Congress wants to de­bate war pow­ers

Panel says Congress has dodged its re­spon­si­bil­ity.

The Denver Post - - NEWS - By Richard Lard­ner

WASH­ING­TON» A stun­ning move this week by a House panel to force a de­bate on new pres­i­den­tial war pow­ers re­vealed mount­ing frus­tra­tion that Congress has for too long dodged one of its most im­por­tant re­spon­si­bil­i­ties: to de­cide whether to send Amer­i­can fight­ing forces into harm’s way.

The mea­sure crafted by Rep. Bar­bara Lee of Cal­i­for­nia, an anti-war Demo­crat and the only mem­ber of Congress to op­pose the post-Sept. 11, 2001, au­tho­riza­tion, de­mands a de­bate on new war pow­ers to re­flect how the dy­nam­ics of the bat­tle­field have shifted. For ex­am­ple, Amer­i­can troops are bat­tling an en­emy — the Is­lamic State — that didn’t ex­ist 16 years ago in a coun­try — Syria — that the U.S. didn’t ex­pect to be fight­ing in.

And there are con­cerns the U.S. is be­ing tugged more deeply into Syria.

Pres­i­dent Don­ald Trump warned Mon­day that Syria will pay a “heavy price” if it car­ries out an­other chem­i­cal weapons at­tack. In April, Trump or­dered the fir­ing of dozens of Tom­a­hawk mis­siles at an air base in cen­tral Syria, mark­ing the first time the U.S. has di­rectly struck Pres­i­dent Bashar As­sad’s forces dur­ing the coun­try’s six-year civil war.

The U.S. mil­i­tary ear­lier this month shot down a Syr­ian Air Force fighter jet, and the U.S.-led coali­tion fight­ing the Is­lamic State has hit pro-gov­ern­ment forces in Syria with airstrikes. The Trump ad­min­is­tra­tion also is send­ing close to 4,000 ad­di­tional Amer­i­can forces to Afghanistan, Amer­ica’s long­est war.

Mem­bers of the Repub­li­can-led House Ap­pro­pri­a­tions Com­mit­tee voted over­whelm­ingly Thurs­day to add Lee’s amend­ment to its ver­sion of the 2018 mil­i­tary spend­ing bill. Her mea­sure would re­peal the 2001 au­tho­riza­tion — which has been broadly in­ter­preted by Pres­i­dent Don­ald Trump and his pre­de­ces­sors to per­mit mil­i­tary op­er­a­tions be­yond those en­vi­sioned at the time — 240 days after the spend­ing bill is en­acted.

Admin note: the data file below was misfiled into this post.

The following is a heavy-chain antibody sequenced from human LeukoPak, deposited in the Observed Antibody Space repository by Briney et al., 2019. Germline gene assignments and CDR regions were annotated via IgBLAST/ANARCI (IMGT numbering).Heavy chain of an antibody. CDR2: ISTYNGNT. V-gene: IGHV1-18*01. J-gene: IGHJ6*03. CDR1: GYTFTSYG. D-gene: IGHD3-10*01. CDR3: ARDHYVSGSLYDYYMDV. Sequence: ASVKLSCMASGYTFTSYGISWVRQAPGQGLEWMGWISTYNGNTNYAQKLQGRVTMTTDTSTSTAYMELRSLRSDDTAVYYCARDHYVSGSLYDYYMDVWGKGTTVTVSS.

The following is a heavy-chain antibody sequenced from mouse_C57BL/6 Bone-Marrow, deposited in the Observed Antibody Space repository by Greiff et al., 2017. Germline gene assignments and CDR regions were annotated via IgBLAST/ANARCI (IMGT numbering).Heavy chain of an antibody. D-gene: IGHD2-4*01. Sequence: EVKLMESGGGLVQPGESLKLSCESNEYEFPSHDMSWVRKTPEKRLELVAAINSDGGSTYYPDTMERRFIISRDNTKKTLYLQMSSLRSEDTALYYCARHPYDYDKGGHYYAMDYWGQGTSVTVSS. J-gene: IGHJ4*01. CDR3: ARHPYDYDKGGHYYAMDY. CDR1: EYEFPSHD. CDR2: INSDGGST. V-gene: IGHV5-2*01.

Lee said the eight months “would al­low plenty of time for Congress to fi­nally live up to its con­sti­tu­tional obli­ga­tion to de­bate and vote on any new” au­tho­riza­tion for the use of mil­i­tary force. To un­der­score how the 2001 au­thor­ity has been stretched be­yond its in­tended lim­its, she said the au­tho­riza­tion has been in­voked to de­ploy troops to eight dif­fer­ent coun­tries, in­clud­ing Ye­men and Syria.

“Any ad­min­is­tra­tion can rely on this blank check to wage war,” Lee said.

Lee won the vo­cal back­ing of sev­eral con­ser­va­tive law­mak­ers, high­light­ing the breadth of sup­port for de­bat­ing new war pow­ers. Rep. Tom Cole, R-Okla., said Congress has avoided its war-mak­ing re­spon­si­bil­i­ties for years.

“We’ve had lead­er­ship hon­estly on both sides that have put off this de­bate again and again and again,” Cole said. “If we’re go­ing to send peo­ple to war, we owe them the sup­port of the Congress of the United States.”

Rep. Chris Ste­wart, R-Utah, and Lee are about as far apart on the po­lit­i­cal spec­trum as two peo­ple could be. But Ste­wart, a for­mer Air Force B-1B bomber pi­lot, voted for her amend­ment. He said U.S. ser­vice mem­bers are watch­ing Congress.

“They no­tice that Congress doesn’t have the guts to stand up and have this de­bate,” Ste­wart said.

Yet if his­tory is a guide, the amend­ment to cut off the 2001 au­tho­riza­tion for the use of mil­i­tary force against the ter­ror­ist groups who car­ried out the 9/11 at­tacks will be scratched from a Pen­tagon spend­ing bill be­fore the leg­is­la­tion ever reaches the House floor.

Robert Ch­es­ney, an ex­pert on na­tional se­cu­rity law and a pro­fes­sor at the Univer­sity of Texas law school, said there’s lit­tle in­cen­tive for con­gres­sional lead­ers and the Trump White House to open the 2001 au­tho­riza­tion to changes. Prop­erly or not, he said, the law has been read ex­pan­sively to cover all cur­rent mil­i­tary op­er­a­tions, whereas a re­write may put lim­its and bar­ri­ers on what the Pen­tagon can do.

“There’s noth­ing forc­ing their hand,” Ch­es­ney said. “The con­cern is that no one is quite sure what might come out of the re­vi­sion process.”

Rep. Kay Granger of Texas, the chair­woman of the panel’s de­fense sub­com­mit­tee, op­posed the mea­sure and warned her col­leagues they were mak­ing a se­ri­ous mis­take. She called the amend­ment a “deal­breaker” that would tie the hands of the U.S. to act on its own or with other coun­tries to at­tack and de­feat ter­ror­ist groups.

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